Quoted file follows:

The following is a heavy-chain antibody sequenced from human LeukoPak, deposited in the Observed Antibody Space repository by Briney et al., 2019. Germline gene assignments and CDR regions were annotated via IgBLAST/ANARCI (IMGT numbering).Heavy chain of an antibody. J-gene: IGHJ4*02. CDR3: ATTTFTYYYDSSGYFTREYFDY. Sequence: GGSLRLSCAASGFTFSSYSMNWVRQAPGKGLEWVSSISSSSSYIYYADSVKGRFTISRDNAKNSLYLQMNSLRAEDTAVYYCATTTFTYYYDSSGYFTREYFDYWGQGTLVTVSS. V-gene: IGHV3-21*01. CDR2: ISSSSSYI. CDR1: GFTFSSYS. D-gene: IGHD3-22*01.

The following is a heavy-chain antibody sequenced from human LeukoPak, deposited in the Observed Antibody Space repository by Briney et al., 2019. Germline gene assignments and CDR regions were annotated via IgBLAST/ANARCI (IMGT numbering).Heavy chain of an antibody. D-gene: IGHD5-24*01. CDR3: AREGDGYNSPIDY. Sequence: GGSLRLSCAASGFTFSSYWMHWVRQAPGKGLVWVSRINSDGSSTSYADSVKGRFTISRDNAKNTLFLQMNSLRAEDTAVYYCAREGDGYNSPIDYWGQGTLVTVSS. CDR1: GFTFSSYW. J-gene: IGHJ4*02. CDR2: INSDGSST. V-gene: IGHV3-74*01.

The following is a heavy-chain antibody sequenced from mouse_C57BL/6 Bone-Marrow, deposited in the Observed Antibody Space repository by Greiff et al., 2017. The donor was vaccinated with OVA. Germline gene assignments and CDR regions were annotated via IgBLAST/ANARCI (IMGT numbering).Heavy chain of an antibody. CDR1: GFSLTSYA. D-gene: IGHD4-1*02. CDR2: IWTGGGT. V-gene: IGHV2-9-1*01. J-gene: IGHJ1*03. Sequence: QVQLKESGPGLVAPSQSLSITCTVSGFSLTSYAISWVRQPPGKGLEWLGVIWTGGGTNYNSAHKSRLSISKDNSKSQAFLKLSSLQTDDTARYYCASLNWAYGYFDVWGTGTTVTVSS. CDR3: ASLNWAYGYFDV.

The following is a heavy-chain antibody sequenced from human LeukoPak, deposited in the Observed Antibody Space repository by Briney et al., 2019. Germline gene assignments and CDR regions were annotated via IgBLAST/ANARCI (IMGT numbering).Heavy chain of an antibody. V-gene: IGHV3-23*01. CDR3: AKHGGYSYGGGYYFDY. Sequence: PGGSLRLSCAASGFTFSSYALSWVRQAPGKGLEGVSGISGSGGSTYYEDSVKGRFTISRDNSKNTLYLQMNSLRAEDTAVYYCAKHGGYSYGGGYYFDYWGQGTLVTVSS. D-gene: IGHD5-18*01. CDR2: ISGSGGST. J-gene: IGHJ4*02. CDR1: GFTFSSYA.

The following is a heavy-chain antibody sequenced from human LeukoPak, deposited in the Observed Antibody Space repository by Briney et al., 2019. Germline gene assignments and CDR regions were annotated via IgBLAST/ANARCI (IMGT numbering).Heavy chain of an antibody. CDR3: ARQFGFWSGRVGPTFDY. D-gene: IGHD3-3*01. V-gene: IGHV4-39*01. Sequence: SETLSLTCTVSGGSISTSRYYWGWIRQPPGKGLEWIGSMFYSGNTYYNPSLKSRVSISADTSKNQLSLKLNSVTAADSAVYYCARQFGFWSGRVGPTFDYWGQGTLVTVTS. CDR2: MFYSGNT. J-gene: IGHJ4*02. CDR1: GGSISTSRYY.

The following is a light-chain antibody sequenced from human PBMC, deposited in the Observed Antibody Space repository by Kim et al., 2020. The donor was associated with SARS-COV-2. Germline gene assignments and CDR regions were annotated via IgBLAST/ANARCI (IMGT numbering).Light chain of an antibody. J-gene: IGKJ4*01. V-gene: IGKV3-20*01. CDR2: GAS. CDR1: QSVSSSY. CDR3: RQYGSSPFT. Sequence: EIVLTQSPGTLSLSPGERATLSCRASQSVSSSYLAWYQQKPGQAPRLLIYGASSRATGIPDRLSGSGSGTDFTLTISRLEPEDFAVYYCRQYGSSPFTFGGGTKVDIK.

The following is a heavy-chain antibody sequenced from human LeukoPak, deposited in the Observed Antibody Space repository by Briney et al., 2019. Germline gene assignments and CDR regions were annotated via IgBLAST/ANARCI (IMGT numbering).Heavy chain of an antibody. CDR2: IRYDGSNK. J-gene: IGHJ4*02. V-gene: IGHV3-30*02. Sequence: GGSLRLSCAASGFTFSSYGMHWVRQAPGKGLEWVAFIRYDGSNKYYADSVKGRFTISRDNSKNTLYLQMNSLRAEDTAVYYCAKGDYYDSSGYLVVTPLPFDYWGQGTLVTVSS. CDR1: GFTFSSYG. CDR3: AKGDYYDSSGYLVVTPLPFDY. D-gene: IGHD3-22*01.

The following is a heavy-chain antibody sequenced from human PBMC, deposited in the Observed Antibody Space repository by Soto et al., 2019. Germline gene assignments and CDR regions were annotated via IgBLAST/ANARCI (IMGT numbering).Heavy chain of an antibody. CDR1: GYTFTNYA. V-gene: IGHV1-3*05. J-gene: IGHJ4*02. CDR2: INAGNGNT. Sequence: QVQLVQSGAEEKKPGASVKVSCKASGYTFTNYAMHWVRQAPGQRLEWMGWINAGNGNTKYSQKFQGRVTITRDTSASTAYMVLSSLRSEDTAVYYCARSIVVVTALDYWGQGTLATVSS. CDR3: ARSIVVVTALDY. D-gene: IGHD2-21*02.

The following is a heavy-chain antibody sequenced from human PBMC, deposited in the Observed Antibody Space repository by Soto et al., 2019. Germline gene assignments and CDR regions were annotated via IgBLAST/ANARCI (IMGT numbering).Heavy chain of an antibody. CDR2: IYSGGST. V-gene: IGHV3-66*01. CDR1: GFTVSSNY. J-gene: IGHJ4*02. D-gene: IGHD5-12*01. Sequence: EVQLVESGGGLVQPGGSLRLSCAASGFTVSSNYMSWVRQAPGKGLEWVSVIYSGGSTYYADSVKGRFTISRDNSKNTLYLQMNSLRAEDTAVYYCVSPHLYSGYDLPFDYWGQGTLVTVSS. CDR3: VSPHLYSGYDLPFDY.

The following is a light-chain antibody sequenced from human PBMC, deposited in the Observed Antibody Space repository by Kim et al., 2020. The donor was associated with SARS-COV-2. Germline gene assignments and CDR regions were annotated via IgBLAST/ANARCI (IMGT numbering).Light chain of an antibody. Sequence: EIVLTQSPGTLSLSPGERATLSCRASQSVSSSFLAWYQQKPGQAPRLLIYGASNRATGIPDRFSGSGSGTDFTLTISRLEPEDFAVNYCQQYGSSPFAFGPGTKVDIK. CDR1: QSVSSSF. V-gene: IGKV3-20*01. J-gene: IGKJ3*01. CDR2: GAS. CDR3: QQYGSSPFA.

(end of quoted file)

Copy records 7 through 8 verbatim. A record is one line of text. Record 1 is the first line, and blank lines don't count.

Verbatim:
The following is a heavy-chain antibody sequenced from human LeukoPak, deposited in the Observed Antibody Space repository by Briney et al., 2019. Germline gene assignments and CDR regions were annotated via IgBLAST/ANARCI (IMGT numbering).Heavy chain of an antibody. CDR2: IRYDGSNK. J-gene: IGHJ4*02. V-gene: IGHV3-30*02. Sequence: GGSLRLSCAASGFTFSSYGMHWVRQAPGKGLEWVAFIRYDGSNKYYADSVKGRFTISRDNSKNTLYLQMNSLRAEDTAVYYCAKGDYYDSSGYLVVTPLPFDYWGQGTLVTVSS. CDR1: GFTFSSYG. CDR3: AKGDYYDSSGYLVVTPLPFDY. D-gene: IGHD3-22*01.

The following is a heavy-chain antibody sequenced from human PBMC, deposited in the Observed Antibody Space repository by Soto et al., 2019. Germline gene assignments and CDR regions were annotated via IgBLAST/ANARCI (IMGT numbering).Heavy chain of an antibody. CDR1: GYTFTNYA. V-gene: IGHV1-3*05. J-gene: IGHJ4*02. CDR2: INAGNGNT. Sequence: QVQLVQSGAEEKKPGASVKVSCKASGYTFTNYAMHWVRQAPGQRLEWMGWINAGNGNTKYSQKFQGRVTITRDTSASTAYMVLSSLRSEDTAVYYCARSIVVVTALDYWGQGTLATVSS. CDR3: ARSIVVVTALDY. D-gene: IGHD2-21*02.